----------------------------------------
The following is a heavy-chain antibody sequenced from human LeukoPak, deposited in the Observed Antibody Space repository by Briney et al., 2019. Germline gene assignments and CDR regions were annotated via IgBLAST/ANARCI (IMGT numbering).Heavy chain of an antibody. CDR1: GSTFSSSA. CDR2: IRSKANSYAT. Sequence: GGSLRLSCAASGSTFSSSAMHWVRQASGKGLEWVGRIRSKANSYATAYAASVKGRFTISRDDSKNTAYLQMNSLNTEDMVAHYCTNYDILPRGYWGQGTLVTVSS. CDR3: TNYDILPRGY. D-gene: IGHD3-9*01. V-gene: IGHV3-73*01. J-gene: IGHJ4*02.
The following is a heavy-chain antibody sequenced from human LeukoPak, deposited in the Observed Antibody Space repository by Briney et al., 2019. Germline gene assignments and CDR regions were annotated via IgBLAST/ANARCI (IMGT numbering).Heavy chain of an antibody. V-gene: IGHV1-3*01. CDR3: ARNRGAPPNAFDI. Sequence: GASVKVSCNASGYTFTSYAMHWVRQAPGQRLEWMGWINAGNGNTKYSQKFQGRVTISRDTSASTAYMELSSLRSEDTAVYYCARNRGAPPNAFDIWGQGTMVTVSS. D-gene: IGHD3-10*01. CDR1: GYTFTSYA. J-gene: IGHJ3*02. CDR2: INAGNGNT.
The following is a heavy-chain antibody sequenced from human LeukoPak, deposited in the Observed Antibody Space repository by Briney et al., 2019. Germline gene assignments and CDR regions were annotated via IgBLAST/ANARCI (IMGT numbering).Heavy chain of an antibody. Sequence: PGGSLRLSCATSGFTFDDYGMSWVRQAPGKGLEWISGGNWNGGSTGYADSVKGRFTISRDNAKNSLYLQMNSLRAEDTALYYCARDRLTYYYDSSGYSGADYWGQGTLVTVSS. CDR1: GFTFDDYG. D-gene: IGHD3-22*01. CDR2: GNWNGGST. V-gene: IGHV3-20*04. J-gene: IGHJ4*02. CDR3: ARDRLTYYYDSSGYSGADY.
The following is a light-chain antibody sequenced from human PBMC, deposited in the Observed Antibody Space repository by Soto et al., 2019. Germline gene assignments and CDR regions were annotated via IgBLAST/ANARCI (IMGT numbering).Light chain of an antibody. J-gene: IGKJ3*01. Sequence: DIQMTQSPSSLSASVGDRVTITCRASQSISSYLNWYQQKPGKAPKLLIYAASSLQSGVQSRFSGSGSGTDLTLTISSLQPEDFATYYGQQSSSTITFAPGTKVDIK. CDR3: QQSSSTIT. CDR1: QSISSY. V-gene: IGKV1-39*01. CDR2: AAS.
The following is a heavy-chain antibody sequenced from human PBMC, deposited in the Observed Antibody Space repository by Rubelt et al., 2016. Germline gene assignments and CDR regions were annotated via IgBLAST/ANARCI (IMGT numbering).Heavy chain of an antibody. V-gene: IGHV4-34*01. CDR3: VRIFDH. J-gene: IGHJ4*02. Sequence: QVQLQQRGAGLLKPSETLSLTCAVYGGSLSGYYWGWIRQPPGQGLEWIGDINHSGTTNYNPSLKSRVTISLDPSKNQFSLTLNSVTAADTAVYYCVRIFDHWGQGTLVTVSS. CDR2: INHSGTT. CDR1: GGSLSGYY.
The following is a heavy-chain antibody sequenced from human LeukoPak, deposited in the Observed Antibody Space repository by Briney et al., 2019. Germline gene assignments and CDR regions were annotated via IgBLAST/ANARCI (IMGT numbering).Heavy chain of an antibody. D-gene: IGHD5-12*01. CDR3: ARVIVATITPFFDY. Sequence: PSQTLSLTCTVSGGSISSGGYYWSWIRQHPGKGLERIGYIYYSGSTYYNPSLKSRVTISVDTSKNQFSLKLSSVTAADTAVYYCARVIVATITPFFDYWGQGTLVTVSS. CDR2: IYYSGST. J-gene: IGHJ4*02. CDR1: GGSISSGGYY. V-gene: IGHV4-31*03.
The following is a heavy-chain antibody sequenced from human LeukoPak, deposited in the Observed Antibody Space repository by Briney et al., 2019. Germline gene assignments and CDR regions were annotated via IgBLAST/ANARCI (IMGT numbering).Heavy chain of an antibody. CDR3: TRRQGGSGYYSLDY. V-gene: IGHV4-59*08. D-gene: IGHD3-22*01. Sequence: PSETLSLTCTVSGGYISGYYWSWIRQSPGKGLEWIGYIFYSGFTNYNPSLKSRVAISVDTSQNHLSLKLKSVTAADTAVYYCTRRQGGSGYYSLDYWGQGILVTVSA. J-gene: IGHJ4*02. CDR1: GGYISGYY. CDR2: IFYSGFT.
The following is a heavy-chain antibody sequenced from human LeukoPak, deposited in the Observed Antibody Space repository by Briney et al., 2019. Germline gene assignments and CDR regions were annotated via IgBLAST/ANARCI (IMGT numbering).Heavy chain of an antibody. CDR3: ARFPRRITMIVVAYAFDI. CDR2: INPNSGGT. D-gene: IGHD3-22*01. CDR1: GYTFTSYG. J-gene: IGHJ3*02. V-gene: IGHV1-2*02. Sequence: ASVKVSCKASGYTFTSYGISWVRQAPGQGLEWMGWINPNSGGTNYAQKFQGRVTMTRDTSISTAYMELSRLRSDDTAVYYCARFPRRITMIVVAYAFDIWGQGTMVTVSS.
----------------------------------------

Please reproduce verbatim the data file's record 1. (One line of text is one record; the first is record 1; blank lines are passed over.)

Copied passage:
The following is a heavy-chain antibody sequenced from human LeukoPak, deposited in the Observed Antibody Space repository by Briney et al., 2019. Germline gene assignments and CDR regions were annotated via IgBLAST/ANARCI (IMGT numbering).Heavy chain of an antibody. CDR1: GSTFSSSA. CDR2: IRSKANSYAT. Sequence: GGSLRLSCAASGSTFSSSAMHWVRQASGKGLEWVGRIRSKANSYATAYAASVKGRFTISRDDSKNTAYLQMNSLNTEDMVAHYCTNYDILPRGYWGQGTLVTVSS. CDR3: TNYDILPRGY. D-gene: IGHD3-9*01. V-gene: IGHV3-73*01. J-gene: IGHJ4*02.